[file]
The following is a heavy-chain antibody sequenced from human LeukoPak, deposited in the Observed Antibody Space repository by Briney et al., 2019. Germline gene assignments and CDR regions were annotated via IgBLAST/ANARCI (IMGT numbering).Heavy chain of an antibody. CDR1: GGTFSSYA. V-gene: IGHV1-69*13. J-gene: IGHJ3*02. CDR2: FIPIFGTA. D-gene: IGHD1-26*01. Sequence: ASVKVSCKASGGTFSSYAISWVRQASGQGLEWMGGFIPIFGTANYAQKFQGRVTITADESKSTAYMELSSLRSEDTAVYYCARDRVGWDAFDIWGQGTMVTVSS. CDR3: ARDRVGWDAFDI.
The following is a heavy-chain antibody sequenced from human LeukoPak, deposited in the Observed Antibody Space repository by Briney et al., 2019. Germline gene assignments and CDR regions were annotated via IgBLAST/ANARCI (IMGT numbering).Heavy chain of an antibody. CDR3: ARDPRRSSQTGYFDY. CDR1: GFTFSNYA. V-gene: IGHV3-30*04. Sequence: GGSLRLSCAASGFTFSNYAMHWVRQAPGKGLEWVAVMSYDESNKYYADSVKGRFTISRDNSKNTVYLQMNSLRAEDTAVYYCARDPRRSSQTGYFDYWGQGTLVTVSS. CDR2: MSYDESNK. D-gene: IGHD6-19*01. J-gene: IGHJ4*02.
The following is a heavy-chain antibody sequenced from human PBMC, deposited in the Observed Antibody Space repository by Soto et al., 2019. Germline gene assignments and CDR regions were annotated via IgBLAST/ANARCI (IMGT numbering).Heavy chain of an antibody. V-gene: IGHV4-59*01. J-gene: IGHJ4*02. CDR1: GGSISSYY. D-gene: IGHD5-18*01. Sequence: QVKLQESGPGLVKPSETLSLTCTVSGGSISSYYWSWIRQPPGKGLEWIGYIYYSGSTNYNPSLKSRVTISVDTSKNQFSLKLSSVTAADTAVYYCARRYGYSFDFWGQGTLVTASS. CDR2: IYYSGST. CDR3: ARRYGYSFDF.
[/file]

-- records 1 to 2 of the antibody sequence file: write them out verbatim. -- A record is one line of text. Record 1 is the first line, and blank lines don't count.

The following is a heavy-chain antibody sequenced from human LeukoPak, deposited in the Observed Antibody Space repository by Briney et al., 2019. Germline gene assignments and CDR regions were annotated via IgBLAST/ANARCI (IMGT numbering).Heavy chain of an antibody. CDR1: GGTFSSYA. V-gene: IGHV1-69*13. J-gene: IGHJ3*02. CDR2: FIPIFGTA. D-gene: IGHD1-26*01. Sequence: ASVKVSCKASGGTFSSYAISWVRQASGQGLEWMGGFIPIFGTANYAQKFQGRVTITADESKSTAYMELSSLRSEDTAVYYCARDRVGWDAFDIWGQGTMVTVSS. CDR3: ARDRVGWDAFDI.
The following is a heavy-chain antibody sequenced from human LeukoPak, deposited in the Observed Antibody Space repository by Briney et al., 2019. Germline gene assignments and CDR regions were annotated via IgBLAST/ANARCI (IMGT numbering).Heavy chain of an antibody. CDR3: ARDPRRSSQTGYFDY. CDR1: GFTFSNYA. V-gene: IGHV3-30*04. Sequence: GGSLRLSCAASGFTFSNYAMHWVRQAPGKGLEWVAVMSYDESNKYYADSVKGRFTISRDNSKNTVYLQMNSLRAEDTAVYYCARDPRRSSQTGYFDYWGQGTLVTVSS. CDR2: MSYDESNK. D-gene: IGHD6-19*01. J-gene: IGHJ4*02.